The Real Costs of Not Doing Leadership Training
A report from the Said Business School at Oxford University in the UK found that British businesses and public sector organizations are wasting almost $140 million on executive education programs that are poorly conceived and delivered.
The study went on to say that 35 per cent of HR directors and 21 per cent of other executives believed that their current training and development programs were meeting corporate strategic objectives. The bulk of the money was being spent on individually developed courses for senior executives.
If those businesses want to quit wasting all that money on bad management training, I know where they can get their moneys worth. And it doesn’t have anything to do with having more academics design special courses, events, and outings for senior staff.
Here’s a novel idea folks. Why not spend your money on leadership training and development down in the trenches, where it will really do some good?
Most companies don’t do nearly enough of that. In 2003, just 7 percent of training budgets in the US were spent on first line leaders and most of that was for learning administrivia and for prophylactic HR.
The fact is that front line leaders don’t get much training at all and precious little of it is actually about leadership skills. Maybe that’s because companies think they’re saving money by not investing in front line leader training.
True, there’s no budget line item absorbing funds that might be spent on the executive dining room, or art for the CEO’s office. But there are what economists call “opportunity costs,” the costs of not training front line leaders.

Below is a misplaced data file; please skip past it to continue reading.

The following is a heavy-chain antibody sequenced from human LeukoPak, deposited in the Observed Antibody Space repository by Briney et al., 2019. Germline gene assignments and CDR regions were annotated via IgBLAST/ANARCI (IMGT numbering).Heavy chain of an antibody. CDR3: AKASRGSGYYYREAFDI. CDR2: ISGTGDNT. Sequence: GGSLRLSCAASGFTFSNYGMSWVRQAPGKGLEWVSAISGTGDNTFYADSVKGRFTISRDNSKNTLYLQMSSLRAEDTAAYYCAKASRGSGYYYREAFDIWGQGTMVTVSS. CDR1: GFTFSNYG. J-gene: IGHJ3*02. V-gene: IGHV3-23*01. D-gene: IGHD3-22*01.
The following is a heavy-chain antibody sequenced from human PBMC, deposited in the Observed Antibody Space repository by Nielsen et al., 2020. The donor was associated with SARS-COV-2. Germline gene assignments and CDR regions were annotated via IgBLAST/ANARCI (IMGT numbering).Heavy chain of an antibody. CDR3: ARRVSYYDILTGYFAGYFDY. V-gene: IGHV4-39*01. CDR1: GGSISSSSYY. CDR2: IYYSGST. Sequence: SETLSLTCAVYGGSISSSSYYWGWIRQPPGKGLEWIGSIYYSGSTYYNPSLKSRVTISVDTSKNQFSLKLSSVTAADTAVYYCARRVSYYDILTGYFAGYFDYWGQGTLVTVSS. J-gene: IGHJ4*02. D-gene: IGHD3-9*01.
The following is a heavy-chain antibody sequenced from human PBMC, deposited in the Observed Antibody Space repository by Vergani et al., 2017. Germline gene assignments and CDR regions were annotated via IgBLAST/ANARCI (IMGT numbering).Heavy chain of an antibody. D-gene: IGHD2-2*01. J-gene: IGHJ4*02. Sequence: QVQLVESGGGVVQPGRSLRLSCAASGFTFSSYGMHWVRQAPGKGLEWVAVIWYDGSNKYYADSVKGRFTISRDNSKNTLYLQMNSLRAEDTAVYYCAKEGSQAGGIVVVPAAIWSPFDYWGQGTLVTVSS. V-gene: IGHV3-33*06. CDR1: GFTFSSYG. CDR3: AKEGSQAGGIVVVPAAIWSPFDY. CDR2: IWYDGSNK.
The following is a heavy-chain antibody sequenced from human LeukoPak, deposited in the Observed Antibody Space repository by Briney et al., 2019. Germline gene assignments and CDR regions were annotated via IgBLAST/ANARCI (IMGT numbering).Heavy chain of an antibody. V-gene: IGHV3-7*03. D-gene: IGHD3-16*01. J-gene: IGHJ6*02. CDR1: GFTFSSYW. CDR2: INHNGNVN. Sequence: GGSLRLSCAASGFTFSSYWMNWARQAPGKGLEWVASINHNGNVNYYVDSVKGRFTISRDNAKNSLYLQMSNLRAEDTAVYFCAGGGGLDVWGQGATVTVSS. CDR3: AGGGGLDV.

There’s the opportunity cost of lost productivity. Good frontline leadership builds both morale and profitability.
There’s the opportunity cost of lost leadership. Great companies develop most of their own leaders. If you have to go outside for leadership you incur recruitment costs and transition costs.
Finally, there’s the cost of lawsuits. Good frontline leadership creates organizations where lawsuits are less likely. And, ff the company is sued over a supervision issue, defense will be easier if the leaders have been doing their jobs.
How about your company? Do you develop your own leaders? Do you help them develop the skills they need to improve morale and productivity and avoid lawsuits? Think about that the next time you consider the training budget.
Wally Bock helps organizations improve
productivity and morale. He is the author of Performance Talk
(http://www.performancetalk.com/). He writes the Three Star
Leadership blog (http://blog.threestarleadership.com/), coaches
individual managers, and is a popular speaker at meetings and